Contact Disney dietary info (I came here to find the number but haven't found it yet...) - they send a list of what is and is not safe from a snack / restaurant standpoing. They do not go through EVERY menu item from everything in the world but will give you some basic info.
Stay away from Buffets.
Check the menu's on line- any place that serves any nuts in ANY dish - including "uncrustables" for kids we stay far away from.
We always try and find a "corner" type of table and sit my son away from young kids that can reach over and touch him or his chair -even though restaurants don't serve peanut butter, that doesn't mean that someone may not have a PB snack for their child and be sitting next to you at a counter service restaurant.
I always have Benadryl as well as Epi Pens
I bring a few of my own snacks (I've never had a problem with security since I always have epi pens and Benadryl along with the snacks).
I notify the air service carrier and ensure our seats are vacumed and washed down AND I early board and wash everything myself again.
We have been to WDW quite a few times and have only once encountered a proble= we were at Chef Mickey's (Buffet) and my son was playing near a "carpeted" wall with a friend. It was next to a few tables and he leaned against it- within 15 minutes he was one giant red hive. We gave him benadryl and Disney called EMS but by the time hey arrived he was fine. I have to say Disney was great about it and we feel it was most likely due to the fact that the carpeted wall probably hadn't been washed in a while and may have had peanut oil on it from kids hands who did the same thing as our kids.

A common complaint on these boards lately is that WDW no longer sends out the lists with allergy "safe" info.

The "best" you are going to get out of Special Diets is a list of locations "may accommodate Guests' common food allergy or intolerance requirements." That list is posted in the link you provided.

There are places that do serve peanut butter as well as uncrustables(most CS locations). Several food courts have the little peanut butter packets. Every candy kitchen has peanut butter and peanuts in open containers(for carmel/candied apples etc.)

Scouter88
05-16-2012, 04:10 PM
My son has a peanut allergy as well and we have eaten very well at WDW. We do eat at buffets there and feel comfortable with them. The chef will walk the buffet with you and alert you to allergens and cross contamination concerns. They will also bring out special desserts if the ones served on the buffet are not safe. We have also eaten at counter service locations that serve uncrustables, we just wipe the tables down well before eating.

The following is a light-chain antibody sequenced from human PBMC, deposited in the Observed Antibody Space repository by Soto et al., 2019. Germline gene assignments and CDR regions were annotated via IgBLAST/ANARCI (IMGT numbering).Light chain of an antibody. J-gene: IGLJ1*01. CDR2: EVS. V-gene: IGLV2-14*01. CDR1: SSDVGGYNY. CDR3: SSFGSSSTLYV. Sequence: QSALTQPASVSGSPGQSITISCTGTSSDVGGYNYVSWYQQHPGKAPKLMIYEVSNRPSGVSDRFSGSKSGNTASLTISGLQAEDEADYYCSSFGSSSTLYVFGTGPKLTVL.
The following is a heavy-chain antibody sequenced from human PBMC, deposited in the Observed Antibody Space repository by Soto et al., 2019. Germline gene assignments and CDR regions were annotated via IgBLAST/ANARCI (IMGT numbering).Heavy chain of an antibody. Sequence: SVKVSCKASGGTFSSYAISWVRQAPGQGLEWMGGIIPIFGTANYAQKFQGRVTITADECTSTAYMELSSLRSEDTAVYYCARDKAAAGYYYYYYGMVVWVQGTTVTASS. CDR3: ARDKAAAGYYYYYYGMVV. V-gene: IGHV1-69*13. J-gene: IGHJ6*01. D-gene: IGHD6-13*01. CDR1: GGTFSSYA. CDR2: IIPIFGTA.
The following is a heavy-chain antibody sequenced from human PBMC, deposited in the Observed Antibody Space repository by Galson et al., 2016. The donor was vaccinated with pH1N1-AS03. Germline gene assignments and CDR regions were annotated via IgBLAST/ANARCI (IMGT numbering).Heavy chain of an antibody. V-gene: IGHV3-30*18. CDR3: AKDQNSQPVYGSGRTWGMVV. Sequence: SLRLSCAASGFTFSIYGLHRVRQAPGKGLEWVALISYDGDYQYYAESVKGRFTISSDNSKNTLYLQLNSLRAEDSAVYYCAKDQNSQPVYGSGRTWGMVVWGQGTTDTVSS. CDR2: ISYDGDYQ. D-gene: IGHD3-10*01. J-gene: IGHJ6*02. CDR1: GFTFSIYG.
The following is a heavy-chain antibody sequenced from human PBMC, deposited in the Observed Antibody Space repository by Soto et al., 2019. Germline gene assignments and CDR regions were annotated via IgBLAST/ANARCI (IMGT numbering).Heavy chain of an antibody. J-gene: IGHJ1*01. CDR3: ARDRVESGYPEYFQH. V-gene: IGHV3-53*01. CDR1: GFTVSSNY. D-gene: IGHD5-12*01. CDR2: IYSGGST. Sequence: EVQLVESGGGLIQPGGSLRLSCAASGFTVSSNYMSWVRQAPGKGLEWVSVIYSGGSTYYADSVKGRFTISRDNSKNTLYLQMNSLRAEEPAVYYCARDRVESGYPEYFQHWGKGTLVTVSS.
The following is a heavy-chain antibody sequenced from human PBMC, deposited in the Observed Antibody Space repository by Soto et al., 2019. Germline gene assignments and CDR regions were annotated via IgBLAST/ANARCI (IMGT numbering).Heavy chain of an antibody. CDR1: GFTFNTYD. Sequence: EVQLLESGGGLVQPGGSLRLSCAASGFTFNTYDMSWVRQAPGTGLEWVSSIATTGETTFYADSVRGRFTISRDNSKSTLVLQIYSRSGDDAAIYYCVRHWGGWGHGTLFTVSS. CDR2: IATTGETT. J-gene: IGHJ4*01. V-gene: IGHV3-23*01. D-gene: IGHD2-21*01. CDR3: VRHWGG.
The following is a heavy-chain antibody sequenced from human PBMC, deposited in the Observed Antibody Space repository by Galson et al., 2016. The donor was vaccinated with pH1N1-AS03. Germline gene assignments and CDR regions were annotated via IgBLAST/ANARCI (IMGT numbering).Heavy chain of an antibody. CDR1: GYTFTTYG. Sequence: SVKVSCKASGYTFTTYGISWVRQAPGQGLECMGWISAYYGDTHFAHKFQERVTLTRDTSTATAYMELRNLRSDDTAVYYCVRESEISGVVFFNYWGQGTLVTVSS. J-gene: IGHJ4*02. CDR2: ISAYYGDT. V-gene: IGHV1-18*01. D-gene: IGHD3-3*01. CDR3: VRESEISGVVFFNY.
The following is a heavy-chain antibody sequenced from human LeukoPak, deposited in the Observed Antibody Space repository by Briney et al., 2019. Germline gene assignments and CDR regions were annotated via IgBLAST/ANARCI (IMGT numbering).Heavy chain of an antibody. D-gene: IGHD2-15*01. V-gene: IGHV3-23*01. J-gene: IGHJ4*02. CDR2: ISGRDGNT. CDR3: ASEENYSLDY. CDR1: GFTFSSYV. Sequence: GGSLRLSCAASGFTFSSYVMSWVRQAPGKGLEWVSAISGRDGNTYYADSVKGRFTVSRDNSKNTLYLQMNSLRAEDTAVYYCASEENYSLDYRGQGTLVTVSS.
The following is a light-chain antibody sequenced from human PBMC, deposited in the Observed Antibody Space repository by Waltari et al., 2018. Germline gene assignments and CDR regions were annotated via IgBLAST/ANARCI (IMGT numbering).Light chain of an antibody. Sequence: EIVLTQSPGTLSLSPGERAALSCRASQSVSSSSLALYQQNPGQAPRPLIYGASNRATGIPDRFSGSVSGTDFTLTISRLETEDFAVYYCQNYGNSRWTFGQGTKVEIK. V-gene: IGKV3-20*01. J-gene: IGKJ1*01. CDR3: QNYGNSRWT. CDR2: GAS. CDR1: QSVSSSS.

Disney is one of the few places that we are truly comfortable eating. Its one of the main reasons we keep going back. I would suggest eating at least 1 table service meal a day, as these restaurants will be the most accommodating and you will get to speak with the chefs before you eat. We avoid the candy shops, pastries, muffins, cookies, etc. just as we do most other places.
It is a difficult journey to be on--We found out my ds was allergic when he was around 2 and he is 6 now. It does get somewhat easier as you learn more about the allergy and how to keep them safe. I hope you have a great trip!

mistysue
05-16-2012, 07:25 PM
It's true- they will no longer send out those lists.

If it helps you any, we went when DS's only allergy was peanut and we took no more action than the year before. (he was a baby so we didn't know yet) While you need to keep your eyes open, you would almost have to search to find a place who couldn't accommodate a person with one allergy.

I would stay away from Raglan Road, they seem to be ignoring allergies and serving people things they can't have a lot recently.

Betty Rohrer
05-16-2012, 10:34 PM
i would get stroller as wheelchair for lines as you will not know if someone has let child in line ahead of you have a peanut butter snack and touch rails and then your child touches. this could even happen as line switches back and forth and another child could be having a p&j sandwich. i would be more worried about outside of meals as you can control meals easier. food can be found everywhere plus parents bring snacks that their kids like and a lot contain peanut butter

Selket
05-17-2012, 06:22 AM
I would stay away from Raglan Road, they seem to be ignoring allergies and serving people things they can't have a lot recently.

Yes - stay away from Raglan Road in DtD - they served my son almonds when they said the dish was nut free. Thankfully he didn't react.

My son was also dx'd with peanut/tree nut allergies when he was 27 months old and we've done a lot of WDW trips with him.

We never avoided the buffets but talk to the chef. We eat at Crystal Palace every trip and many of the other buffets.

Some of the restaurants in Epcot I would be wary of - like in China, Mexico, Morocco. We've eaten in Germany, Canada, France, England and Japan (the table service) with no problems.